By Erin Sherbert
By Howard Cole
By Erin Sherbert
By Erin Sherbert
By Leif Haven
By Erin Sherbert
By Chris Roberts
By Kate Conger
"In the context of Jesus' day, there was a rigidly stratified society organized along lines of economics, and along lines of religious piety and purity. Jesus cut across the religious piety and purity laws. I think the discrimination against gays and lesbians is another example of how people judge a people to be unacceptable, which has no theological foundation."
In response to conservative Christians' claim that the Old Testament specifically condemns homosexuality, liberals say those passages should be taken in context. In the case of the oft-cited Sodom and Gomorrah tale -- in which God destroys a pair of wicked cities after residents threaten to gang-rape visiting male angels -- liberal theologians suggest that the problem might have been more with gang-raping guests than homosexuality. Besides, these theologians say, in Christianity, the inclusive-Jesus New Testament always trumps the rules-and-regulations Old Testament.
There are New Testament condemnations of homosexuality, largely centered in the letters of the Apostle Paul.
"But he also listed a number of other sins, like gossip. Nobody is barred from ordination for gossip," says John Chamberlin, a San Francisco pastor who will be co-officiating at the Barnett-Charlton ceremony. "I think that when Paul talked about homosexuality as sin, that's Paul's culture speaking. He thought it was awful for men to wear long hair -- that was unnatural too -- or for women to talk in church. He was really put off by that. That was Paul's culture."
For liberal Methodist pastors, the question of gay inclusion goes beyond being a theological issue -- it is a practical problem. While there are no screened oak booths in the Methodist Church, its pastors are confessors just the same. They know who their gay parishioners are, and they know that many of them play a prominent role in their congregations. Perhaps more important, in an increasing number of churches, those parishioners are no longer closeted.
At the vanguard of this trend stands Bethany United Methodist Church in Noe Valley, where around half the congregation is openly gay. Its pastor, Karen Oliveto, chairs the national Reconciling Congregation Program, in which more than 100 churches have formally declared themselves open to homosexuals. Indeed, the entire Northern California-Nevada Conference has been declared a Reconciling Conference. Oliveto says she plans to be at the Barnett-Charlton ceremony. It's the Methodist thing to do, she says.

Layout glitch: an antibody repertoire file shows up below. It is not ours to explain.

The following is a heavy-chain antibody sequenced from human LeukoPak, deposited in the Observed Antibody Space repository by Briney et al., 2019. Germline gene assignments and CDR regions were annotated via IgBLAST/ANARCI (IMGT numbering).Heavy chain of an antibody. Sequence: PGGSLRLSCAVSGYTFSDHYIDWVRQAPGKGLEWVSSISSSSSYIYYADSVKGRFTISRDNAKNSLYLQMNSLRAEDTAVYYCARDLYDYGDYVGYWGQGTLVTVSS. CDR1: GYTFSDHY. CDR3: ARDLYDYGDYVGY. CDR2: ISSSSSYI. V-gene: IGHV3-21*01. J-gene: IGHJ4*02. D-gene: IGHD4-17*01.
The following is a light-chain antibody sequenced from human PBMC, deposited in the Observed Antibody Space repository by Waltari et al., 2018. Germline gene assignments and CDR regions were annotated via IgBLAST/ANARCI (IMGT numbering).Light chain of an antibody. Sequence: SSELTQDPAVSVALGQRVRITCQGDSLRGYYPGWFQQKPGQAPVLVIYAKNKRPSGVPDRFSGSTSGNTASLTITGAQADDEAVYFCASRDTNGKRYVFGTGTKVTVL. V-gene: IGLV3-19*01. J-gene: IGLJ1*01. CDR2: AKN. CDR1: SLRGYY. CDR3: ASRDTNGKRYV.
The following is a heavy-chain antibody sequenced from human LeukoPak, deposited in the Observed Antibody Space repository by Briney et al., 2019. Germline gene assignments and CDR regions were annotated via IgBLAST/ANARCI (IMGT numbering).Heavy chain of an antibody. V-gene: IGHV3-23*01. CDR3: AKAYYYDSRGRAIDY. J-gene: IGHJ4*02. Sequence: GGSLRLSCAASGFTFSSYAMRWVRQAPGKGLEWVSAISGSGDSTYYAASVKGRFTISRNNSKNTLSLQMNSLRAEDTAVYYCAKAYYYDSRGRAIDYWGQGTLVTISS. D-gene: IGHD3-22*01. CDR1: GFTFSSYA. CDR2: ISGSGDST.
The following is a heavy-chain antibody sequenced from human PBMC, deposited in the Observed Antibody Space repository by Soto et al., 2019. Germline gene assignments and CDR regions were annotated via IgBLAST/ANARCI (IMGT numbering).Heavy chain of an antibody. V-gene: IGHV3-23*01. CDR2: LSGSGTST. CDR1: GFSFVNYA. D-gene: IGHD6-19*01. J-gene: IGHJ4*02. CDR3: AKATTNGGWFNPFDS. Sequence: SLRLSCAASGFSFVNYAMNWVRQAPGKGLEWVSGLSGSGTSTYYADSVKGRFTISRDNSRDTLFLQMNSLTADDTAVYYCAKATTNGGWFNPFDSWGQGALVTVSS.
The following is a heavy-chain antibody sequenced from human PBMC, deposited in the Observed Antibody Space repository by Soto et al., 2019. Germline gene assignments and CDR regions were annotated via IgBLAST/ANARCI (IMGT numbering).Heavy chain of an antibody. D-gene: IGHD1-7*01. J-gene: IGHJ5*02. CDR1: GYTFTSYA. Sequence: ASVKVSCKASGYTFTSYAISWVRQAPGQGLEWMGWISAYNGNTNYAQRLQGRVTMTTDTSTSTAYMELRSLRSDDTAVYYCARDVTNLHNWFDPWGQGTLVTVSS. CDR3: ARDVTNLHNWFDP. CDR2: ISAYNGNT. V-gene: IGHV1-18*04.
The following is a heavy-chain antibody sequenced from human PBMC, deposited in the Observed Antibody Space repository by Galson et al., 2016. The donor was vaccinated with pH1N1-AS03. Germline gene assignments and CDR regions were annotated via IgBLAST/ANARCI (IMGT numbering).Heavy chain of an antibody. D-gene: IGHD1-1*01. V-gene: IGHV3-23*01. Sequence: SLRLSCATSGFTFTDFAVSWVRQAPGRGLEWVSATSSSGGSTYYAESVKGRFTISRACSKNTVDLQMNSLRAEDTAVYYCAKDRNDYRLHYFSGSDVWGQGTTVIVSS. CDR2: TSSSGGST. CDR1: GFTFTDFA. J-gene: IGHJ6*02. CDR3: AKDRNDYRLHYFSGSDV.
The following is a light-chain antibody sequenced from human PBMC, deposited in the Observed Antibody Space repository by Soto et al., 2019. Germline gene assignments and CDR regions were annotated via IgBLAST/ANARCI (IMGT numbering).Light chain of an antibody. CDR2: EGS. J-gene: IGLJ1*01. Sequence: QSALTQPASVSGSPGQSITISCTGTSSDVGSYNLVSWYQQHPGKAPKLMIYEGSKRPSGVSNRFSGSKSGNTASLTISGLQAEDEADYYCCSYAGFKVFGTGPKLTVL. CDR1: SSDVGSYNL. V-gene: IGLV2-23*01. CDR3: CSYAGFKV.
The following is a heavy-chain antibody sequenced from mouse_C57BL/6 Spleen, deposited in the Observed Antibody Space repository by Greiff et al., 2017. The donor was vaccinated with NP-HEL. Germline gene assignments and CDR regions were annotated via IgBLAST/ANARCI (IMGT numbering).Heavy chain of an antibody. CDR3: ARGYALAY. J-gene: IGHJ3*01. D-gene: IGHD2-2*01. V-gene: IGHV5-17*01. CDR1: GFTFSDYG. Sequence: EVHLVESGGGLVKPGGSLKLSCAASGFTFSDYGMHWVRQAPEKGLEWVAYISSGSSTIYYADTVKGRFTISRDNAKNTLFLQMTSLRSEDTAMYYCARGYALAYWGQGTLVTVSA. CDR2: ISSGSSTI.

"I had a pastor call me up and say he was going to file charges the next time I performed a holy union. He didn't know someone at a church like mine would have beliefs about Scripture and the nature of the Holy Spirit like I do," Oliveto says. "Being a United Methodist minister is woven into the fabric of my being, and I don't know what I am going to do if they take that away. But I have such a piece about the church's stance against homosexuals that I have to do this."
In September, a Chicago minister, the Rev. Gregory Dell, became the first to openly defy the rule, performing a marriage between two gay men who belonged to his congregation. The Chicago bishop, himself an advocate for Methodist acceptance of same-sex unions, was compelled to file an official complaint. A church trial will ensue.
Northern California pastors were determined Dell wouldn't be alone.
In October, the Rev. Donald Fado of St. Mark's United Methodist Church in Sacramento preached a sermon in which he denounced the Methodist high court ruling.
"Most of the ministers in our conference, including those on the staff of your church, feel the outlawing of our vows to gays and lesbians to be unjust. My hope is that we can get 50 to a hundred of us to co-officiate at one service," Fado preached. "It will have to be a unique couple that will want such a ceremony and be willing to put up with all the publicity that will accompany it. We must demonstrate to the General Conference the folly of exclusion."
That couple, as it turned out, was sitting in one of his pews.
Barnett and Charlton had 15 years before held a Christian ceremony alone together to celebrate their relationship. They've long been an openly gay couple, but they've never had a public commitment ceremony.
"When Jean and I first got together, we went to Sea Ranch, and with God and no other witness made vows to each other," says Charlton, who sits on the Northern California-Nevada Conference's board of trustees. "At the time because of church and society, we decided not to have a public service. When Don indicated that he wanted to do a public service as a protest, it seemed like an appropriate time. When I was growing up, the view of homosexuality was negative, and it still is, and I am doing everything in my power to change that."
For conservative clergy, the Bible, and thus the Christian faith, clearly states that homosexuality is wrong. In Northern California, the Methodist bishop doesn't believe this -- and that apparent contradiction with clear biblical meaning strikes those conservatives as an outrageous violation of Christian principle.
For them, too, a war is brewing.
Already, a conservative church in Kingsburg, Calif., has withdrawn from United Methodism in protest of the bishop's stance. A partial walkout is also going on in Oakdale, Calif. In all, about 20 churches are considering leaving the denomination if the church becomes permissive toward homosexuals. Several conservative churches have begun their own campaign of ecclesiastical disobedience, withholding dues each church ordinarily pays to the larger church.